Strains used in this work are listed in Sup. Table 2. Escherichia coli strains were grown in Lysogeny broth medium (LB) at 37 °C and P. limnophila DSM 3776 in a modified PYGV medium (DSMZ medium 621 [http://www.dsmz.de]: 0.1% yeast extract, 0.1% peptone, 0.1% glucose, 10 mM HEPES (pH 7,5), vitamin solution and Hutners basal salt solution from DSMZ 590 medium). All Planctomycetes were grown at 28 °C. 1% bacto-agar was added for the solid medium. To avoid contamination of the planctomycetes cultures, cycloheximide 50 μg mL−1 was added. Cultures were grown aerobically in a shaker (180 rpm). When required, antibiotics were used at the following concentrations (μg mL-1): kanamycin (Km) 25 for E. coli and 50 for P. limnophila, gentamicin (Gm) 10 for E. coli and 20 for P. limnophila and ampicillin (Ap) 100 for E. coli and P. limnophila. Growth curve assays were performed in triplicates using only cycloheximide.
Plasmids used for gene deletion in a double event of homologous recombination were derived from pEX18Tc vector57. To construct knockout plasmids (Sup. Table 3), 700–900 bp upstream and downstream fragments of the target gene were amplified by PCR from genomic DNA using the primer pairs listed in Sup. Table 4. The upstream and downstream fragments digested with the appropriated enzymes were then cloned into pEX18Tc by three-way ligation. Finally, the kanamycin/gentamicin resistance gene amplified from the pUTminiTn5km/ plasmid58 was subsequently cloned as a BamHI fragment between the two flanking regions.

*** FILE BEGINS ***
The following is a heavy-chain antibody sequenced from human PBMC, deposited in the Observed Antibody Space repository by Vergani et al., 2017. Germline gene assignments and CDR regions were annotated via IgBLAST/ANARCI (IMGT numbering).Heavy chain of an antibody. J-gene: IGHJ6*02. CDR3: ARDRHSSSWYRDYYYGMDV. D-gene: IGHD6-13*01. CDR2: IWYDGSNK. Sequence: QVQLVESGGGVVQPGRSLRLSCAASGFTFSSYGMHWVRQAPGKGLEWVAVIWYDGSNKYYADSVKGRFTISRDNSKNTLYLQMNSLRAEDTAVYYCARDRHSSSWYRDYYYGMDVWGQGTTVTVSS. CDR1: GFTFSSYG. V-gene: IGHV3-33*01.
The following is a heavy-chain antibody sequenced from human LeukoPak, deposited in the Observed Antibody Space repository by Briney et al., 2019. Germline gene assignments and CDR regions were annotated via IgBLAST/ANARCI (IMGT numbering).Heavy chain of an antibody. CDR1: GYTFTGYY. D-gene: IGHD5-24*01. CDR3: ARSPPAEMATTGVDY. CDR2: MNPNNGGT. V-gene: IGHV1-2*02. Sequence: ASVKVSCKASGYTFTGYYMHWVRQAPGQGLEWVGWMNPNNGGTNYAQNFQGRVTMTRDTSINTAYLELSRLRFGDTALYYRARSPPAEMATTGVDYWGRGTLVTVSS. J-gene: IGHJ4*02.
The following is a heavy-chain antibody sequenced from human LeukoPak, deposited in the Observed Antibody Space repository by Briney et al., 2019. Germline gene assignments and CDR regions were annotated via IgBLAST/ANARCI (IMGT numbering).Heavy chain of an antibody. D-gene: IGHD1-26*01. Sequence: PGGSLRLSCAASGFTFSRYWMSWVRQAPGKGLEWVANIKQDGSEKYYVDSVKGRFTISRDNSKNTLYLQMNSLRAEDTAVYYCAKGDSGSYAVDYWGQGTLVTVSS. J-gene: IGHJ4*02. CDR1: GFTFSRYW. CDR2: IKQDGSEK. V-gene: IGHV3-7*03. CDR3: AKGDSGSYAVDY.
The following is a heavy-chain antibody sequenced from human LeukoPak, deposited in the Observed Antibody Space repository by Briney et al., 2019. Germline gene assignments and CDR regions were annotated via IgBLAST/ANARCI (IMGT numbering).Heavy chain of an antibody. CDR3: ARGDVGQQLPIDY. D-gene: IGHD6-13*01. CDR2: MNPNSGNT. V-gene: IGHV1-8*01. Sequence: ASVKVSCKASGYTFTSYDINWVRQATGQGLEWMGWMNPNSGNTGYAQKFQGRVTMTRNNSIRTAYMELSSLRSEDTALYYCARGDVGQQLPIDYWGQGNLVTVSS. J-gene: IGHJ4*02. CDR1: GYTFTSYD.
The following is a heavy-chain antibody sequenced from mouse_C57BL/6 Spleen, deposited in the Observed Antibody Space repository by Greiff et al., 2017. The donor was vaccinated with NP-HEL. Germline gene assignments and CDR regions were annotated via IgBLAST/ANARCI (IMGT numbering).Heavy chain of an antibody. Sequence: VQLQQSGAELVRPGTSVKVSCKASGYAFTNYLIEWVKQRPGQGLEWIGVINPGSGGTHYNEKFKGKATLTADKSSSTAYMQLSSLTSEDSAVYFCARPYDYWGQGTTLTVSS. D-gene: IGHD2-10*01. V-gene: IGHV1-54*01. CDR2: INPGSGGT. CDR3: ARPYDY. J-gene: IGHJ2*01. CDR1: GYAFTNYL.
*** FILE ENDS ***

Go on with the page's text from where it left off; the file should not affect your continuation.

Genetic transformation of P. limnophila was performed by electroporation. Fresh electrocompetent cells were prepared from 400 mL of a P. limnophila culture at OD600 of 0.4 in modified PYGV59. The cells were washed twice with 100 and 50 mL of ice-cold double-distilled sterile water and once with 2 mL of ice-cold 10% glycerol. Then, the pellet was resuspended in 400 mL of ice-cold 10% glycerol and aliquots of 100 μL were dispensed into 0.1-mm gapped electroporation cuvettes along with 0,5–1 μg of purified plasmid and 1 μL of Type-One restriction inhibitor (Epicenter). The cells were then plated onto modified PYGV plates supplemented with the appropriate antibiotic and were incubated at 28 °C until colony formation after 7–9 days. Colonies were segregated onto fresh selection plates and genotyped by PCR and sequencing.
Bacteria from 2 mL of exponentially growing culture (OD600 ~0.4) were harvested (12,000 × g, 3 min) and resuspended in 100 μL of fresh medium. A sample of 2 μL was spotted on a glass-bottom dish (MatTek) and covered with a 1% agarose in PBS medium cushion. Bright-field images were acquired using a 100x/1.46 objective through a 1.6x amplification lens and an EMCCD Andor iXon camera mounted on a Zeiss microscope, resulting in a pixel size of 0.1 × 0.1 µm.